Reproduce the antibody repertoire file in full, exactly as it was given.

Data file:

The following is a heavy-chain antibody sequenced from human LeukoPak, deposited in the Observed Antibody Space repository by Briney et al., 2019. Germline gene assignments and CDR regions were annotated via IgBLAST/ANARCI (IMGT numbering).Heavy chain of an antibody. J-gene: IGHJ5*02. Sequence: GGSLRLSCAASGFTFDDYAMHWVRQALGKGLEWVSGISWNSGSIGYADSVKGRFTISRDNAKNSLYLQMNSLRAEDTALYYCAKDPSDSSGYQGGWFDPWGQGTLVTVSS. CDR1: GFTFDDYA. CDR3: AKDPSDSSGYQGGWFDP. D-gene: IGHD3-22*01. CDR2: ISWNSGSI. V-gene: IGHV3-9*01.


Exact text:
The following is a heavy-chain antibody sequenced from human LeukoPak, deposited in the Observed Antibody Space repository by Briney et al., 2019. Germline gene assignments and CDR regions were annotated via IgBLAST/ANARCI (IMGT numbering).Heavy chain of an antibody. J-gene: IGHJ5*02. Sequence: GGSLRLSCAASGFTFDDYAMHWVRQALGKGLEWVSGISWNSGSIGYADSVKGRFTISRDNAKNSLYLQMNSLRAEDTALYYCAKDPSDSSGYQGGWFDPWGQGTLVTVSS. CDR1: GFTFDDYA. CDR3: AKDPSDSSGYQGGWFDP. D-gene: IGHD3-22*01. CDR2: ISWNSGSI. V-gene: IGHV3-9*01.